Star ranking: one out of four
Starring: Patrick Wilson, Rose Byrne
Directed by: James Wan
Running time: 105 minutes
Insidious is defined as proceeding in a gradual, subtle way, but with harmful effects.
There is absolutely nothing intentionally insidious about Insidious: Chapter 2 (except the harmful effect of paying to view this film). This sequel to 2010’s surprisingly potent Insidious comes from a director whose previous projects (The Conjuring, Saw, Dead Silence) were on to something — they embraced and rejuvenated old horror movie clichés.
But in this film Wan appears to be in neutral. Rather than exploit and perfect on the genre’s familiarities, he merely falls into them without any sign of his trademark enthusiasm or personality. The acting sucks, the compositions are standard, the story is absurd and muddled, the musical score that is supposed to heighten apprehension is laughably overbearing, and the only claustrophobia I felt was my obligation to remain seated and endure this 105-minute abysmal debacle.
Alas, the film even opens with two opening credit sequences (at first I thought it was merely a continuation of the previous segment but then I saw “directed by James Wan” twice). How did this manage to slip past the editors? It’s surely the scariest thing to happen in Insidious: Chapter 2.
Wan’s second film in two months (July’s was The Conjuring) picks up exactly where its predecessor, Insidious, left off. The Lamberts, all intact after the ordeal in their old haunted house, move away to Renai’s mother’s ghost-less abode to escape any supernatural activity. If complete liberation from their previous hauntings seems too good to be true, that’s because it is. Predictably, we are told that it wasn’t the house that had a case of the “heebie geebies” but the family themselves.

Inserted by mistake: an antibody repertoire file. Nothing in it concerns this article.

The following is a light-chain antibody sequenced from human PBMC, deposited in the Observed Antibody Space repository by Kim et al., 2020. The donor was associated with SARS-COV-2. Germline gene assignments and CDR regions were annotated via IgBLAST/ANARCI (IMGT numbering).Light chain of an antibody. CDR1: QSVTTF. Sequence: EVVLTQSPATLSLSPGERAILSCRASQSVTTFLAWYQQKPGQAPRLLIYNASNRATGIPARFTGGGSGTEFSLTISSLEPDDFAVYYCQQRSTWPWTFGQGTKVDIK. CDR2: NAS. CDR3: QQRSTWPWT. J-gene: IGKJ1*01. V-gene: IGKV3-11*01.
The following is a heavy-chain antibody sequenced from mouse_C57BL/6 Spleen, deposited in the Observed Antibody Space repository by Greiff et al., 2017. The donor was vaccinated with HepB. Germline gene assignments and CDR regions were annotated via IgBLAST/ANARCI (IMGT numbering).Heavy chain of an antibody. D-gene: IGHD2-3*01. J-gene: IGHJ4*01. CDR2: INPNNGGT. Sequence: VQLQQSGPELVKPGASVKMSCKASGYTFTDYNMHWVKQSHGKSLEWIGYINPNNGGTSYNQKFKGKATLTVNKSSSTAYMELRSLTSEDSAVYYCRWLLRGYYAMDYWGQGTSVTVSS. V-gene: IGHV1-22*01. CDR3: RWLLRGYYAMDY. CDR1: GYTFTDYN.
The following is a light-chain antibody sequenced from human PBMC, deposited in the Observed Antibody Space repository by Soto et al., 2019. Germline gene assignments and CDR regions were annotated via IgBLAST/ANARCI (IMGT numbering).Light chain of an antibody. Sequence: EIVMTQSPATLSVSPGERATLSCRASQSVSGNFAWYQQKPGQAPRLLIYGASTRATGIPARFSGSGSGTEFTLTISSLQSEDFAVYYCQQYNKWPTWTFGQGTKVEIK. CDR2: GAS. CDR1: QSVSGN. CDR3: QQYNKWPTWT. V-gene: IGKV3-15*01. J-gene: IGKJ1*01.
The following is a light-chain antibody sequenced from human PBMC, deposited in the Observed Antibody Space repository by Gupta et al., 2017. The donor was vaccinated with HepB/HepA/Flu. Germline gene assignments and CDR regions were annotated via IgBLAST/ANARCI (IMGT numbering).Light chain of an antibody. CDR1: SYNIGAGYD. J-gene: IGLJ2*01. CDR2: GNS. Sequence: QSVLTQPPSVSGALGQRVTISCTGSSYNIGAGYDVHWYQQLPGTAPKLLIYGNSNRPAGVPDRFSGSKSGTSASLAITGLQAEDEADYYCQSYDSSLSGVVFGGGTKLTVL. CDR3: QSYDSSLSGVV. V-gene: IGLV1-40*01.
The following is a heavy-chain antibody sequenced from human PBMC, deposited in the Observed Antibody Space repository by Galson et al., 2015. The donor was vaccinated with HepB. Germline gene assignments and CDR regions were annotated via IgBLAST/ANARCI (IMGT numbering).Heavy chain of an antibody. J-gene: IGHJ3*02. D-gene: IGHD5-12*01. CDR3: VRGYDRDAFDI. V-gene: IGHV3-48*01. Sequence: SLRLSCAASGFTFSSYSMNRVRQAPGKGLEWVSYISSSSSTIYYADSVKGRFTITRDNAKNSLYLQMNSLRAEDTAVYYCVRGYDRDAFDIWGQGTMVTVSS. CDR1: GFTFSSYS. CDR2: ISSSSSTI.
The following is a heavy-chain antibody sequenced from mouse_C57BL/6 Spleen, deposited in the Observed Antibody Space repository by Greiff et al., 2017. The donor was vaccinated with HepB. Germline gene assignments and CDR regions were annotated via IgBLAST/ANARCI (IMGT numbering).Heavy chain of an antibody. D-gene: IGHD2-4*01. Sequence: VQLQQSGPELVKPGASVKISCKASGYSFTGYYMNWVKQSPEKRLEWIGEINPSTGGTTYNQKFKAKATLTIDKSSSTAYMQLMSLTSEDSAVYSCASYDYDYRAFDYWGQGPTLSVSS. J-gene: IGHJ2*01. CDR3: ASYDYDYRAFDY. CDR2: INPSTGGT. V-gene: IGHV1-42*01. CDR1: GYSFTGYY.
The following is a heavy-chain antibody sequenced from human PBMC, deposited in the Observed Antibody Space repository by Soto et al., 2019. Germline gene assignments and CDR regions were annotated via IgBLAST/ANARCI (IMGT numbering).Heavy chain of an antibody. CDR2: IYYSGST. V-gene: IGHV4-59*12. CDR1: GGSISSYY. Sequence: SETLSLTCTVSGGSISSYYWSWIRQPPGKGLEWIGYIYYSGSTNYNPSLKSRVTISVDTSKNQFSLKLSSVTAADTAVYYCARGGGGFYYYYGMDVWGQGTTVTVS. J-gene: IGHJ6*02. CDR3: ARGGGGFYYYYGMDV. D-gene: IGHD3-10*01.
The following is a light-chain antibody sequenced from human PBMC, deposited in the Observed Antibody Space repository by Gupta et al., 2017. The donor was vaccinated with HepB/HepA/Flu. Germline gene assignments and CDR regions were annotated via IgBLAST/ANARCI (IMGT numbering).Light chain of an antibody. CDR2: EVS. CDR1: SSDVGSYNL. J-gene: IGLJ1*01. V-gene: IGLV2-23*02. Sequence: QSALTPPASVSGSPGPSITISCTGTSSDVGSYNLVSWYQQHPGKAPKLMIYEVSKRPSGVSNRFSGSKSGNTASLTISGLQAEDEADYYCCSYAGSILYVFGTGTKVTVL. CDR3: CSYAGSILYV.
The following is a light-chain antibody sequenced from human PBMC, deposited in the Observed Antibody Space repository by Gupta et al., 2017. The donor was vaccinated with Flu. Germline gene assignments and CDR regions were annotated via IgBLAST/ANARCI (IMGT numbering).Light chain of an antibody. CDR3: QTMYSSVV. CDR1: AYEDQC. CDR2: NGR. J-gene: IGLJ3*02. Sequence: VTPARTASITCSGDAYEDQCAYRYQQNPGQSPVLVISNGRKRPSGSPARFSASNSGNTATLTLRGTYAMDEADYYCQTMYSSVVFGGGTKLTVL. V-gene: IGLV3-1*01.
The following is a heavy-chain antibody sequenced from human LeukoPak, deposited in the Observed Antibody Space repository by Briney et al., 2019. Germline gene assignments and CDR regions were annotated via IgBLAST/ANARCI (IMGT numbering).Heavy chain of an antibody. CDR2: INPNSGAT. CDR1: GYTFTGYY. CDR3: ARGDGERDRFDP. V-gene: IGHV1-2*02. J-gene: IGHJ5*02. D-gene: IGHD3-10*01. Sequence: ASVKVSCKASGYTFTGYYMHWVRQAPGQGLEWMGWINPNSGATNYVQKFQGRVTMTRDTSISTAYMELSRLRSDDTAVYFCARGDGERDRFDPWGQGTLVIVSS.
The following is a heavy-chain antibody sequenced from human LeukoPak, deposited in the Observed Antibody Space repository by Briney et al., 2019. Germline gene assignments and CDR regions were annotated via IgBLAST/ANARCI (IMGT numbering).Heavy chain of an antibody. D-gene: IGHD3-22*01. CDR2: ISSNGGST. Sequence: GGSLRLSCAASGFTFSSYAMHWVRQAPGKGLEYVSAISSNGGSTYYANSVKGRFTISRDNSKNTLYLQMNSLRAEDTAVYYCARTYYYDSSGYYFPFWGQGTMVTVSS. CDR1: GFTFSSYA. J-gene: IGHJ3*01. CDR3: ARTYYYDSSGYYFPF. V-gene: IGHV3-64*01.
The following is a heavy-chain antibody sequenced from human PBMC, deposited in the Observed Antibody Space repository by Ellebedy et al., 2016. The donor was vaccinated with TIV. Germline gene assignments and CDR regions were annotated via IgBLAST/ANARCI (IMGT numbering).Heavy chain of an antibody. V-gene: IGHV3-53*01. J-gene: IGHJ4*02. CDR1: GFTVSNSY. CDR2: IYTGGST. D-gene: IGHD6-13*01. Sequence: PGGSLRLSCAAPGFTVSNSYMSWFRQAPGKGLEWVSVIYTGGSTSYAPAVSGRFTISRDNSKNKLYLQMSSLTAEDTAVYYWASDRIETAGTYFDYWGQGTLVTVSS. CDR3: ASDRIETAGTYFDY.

In an opening scene we see Josh (the father of the Lambert family) as a child, tormented by ghosts. A paranormal investigator is there to help him outgrow his contact with the spirit world. Josh reminded me a lot of Haley Joel Osment’s character in The Sixth Sense— “I see dead people.” The usual bad dreams, feedback-ridden baby monitors and unidentifiable odd noises all ensue despite the family’s relocation. I feel no need to explain more; you already know how this plays out.
Where The Conjuring thrilled me with its meticulous framing, the shots in Insidious: Chapter 2 were beyond predictable — I identified what kind of movie this was and consequently knew exactly when some “creepy” (or hilarious, depending on your perspective) looking person in white make-up would pop out from the darkness. Not even these easily executed moments made me jump.
Even worse, however, is that atmospherically, there is nothing … unless Wan wanted to make his movie a rock concert? In that case the dry ice and elephant that composed the score by jumping on the keys of a piano would make perfect sense. But for the intents of this film these elements do not blend together to conjure up any ghastly aura. Instead it feels like a kindergartner tried to make a mosaic out of magazine clippings while cutting outside of the lines.
If things could possibly get any worse, believe me, they do. The plot is ludicrous and inconsistent with the rules it lays out for itself. When Josh and his child enter the realm of spirits they are able to directly touch things and make noises with objects from the living world. Yet when they try and communicate by using their tongues it doesn’t work. Can someone explain to me why their hands and feet can be heard but not their words?
Maybe Wan needs more than a dictionary; he needs a science lesson, or perhaps simply more conviction.
Joshua Cabrita is a Grade 12 student at Riverside Secondary. He is a founding member of the school's movie club, where students meet to view old classics and discuss their meaning and significance. One of his audacious dreams is to become a full-time professional film critic.
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